From the White House to Urgent Care
Born the son of an Air Force general, Ben Barlow did not plan on following in his father’s military footsteps. Not only did he land in uniform, but he also went to medical school and ended up caring for Presidents Obama and Trump. Now, Barlow has just left his post as Senior White House Physician to become the new Chief Medical Officer of American Family Care (AFC), the nation’s leading provider of urgent care, occupational medicine and accessible primary care.
In his new role as Chief Medical Officer, Barlow is tasked with guiding AFC’s 600 physician network as they care for patients every day at the company’s 200 medical facilities. “The military training that I received in the Air Force is serving as a great foundation for my new role with AFC,” Barlow says. “We have nearly 140 franchise locations and 66 corporate-owned medical centers. Each day is a new challenge, whether it is guiding doctors through the ups and downs of flu season or answering franchisee questions about how to maximize staffing. I am here to be their sounding board and suggest solutions.”
Barlow acquired the skills to make quick, solid decisions while leading the emergency room at Langley Air Force Base, as well as through his duties as a White House physician. “It was my job to travel ahead of Presidents Obama and Trump to survey foreign travel destinations,” Barlow explained. “I had to make sure each location was equipped with the appropriate staff and technology to handle whatever medical emergency might pop up while the President was abroad.” Barlow has walked the halls of dozens of hospitals around the world, and as a result, he’s one of the few doctors around who has a first-hand perspective of how the U.S. ranks among global health care.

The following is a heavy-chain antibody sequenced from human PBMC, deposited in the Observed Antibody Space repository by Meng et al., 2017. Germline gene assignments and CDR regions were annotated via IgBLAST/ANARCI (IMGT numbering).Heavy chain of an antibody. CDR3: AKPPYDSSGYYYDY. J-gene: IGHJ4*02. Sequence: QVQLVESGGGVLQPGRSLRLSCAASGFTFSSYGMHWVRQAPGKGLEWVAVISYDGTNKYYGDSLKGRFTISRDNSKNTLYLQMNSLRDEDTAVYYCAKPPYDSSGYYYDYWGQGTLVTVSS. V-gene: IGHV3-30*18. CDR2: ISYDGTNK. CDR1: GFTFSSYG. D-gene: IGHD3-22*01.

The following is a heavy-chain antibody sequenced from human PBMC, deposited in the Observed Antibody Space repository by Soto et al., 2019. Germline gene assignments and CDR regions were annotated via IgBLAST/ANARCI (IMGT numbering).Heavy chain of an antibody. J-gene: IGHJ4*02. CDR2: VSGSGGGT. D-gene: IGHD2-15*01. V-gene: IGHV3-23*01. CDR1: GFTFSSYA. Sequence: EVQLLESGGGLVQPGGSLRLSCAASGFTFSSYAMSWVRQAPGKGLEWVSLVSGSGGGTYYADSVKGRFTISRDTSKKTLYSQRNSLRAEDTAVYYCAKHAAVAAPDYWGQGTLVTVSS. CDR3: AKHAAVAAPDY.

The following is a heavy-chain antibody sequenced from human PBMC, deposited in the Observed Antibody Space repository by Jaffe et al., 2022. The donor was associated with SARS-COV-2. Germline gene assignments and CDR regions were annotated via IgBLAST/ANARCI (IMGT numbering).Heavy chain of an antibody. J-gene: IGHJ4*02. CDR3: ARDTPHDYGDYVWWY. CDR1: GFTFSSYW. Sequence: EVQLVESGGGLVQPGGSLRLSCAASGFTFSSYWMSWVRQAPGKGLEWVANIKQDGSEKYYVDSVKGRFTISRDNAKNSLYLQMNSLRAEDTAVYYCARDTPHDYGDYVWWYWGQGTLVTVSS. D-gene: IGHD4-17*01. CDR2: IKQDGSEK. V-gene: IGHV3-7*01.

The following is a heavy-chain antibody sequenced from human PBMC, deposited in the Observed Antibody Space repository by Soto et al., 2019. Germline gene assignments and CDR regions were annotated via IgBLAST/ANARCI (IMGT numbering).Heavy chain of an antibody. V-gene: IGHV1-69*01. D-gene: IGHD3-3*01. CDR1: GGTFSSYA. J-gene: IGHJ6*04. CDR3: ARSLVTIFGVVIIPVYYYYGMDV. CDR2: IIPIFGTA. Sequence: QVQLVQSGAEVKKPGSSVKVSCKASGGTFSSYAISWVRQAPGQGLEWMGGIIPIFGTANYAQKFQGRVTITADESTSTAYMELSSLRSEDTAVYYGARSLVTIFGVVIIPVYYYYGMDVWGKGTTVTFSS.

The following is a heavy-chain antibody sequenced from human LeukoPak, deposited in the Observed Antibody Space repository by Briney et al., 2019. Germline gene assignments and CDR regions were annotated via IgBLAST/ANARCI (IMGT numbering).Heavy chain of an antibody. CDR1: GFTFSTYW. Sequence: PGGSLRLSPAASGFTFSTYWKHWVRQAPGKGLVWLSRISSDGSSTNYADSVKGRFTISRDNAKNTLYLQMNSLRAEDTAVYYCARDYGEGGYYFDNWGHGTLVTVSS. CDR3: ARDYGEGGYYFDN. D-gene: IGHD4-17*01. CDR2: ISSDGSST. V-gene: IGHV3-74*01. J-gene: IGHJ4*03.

“The U.S. simply does health care better. Our training is better, our consistency of care is better,” Barlow says. “You really can’t judge a facility by its looks. Some of the nicer spots I toured just didn’t seem to be on the ball, because they did not have a sizable medical staff to keep things moving.” Barlow adds that when this happened, he had to make his own plan to deal with the decreased level of care.
Three years globetrotting with the commander in chief was enough for Barlow. He wanted to find something that kept him stateside — and AFC is a perfect match. “AFC is a large organization with national reach, I can influence hundreds of doctors every day, rather than just a handful at a private practice,” he says.
Barlow also recognized health care is changing, and urgent care is on the frontline of the movement. “I chose to shift from the White House to urgent care because AFC is making health care so much more accessible. We are not just treating patients, we are improving health care. By freeing overcrowded emergency rooms from patients who could easily be seen at our clinics, we are making a difference.”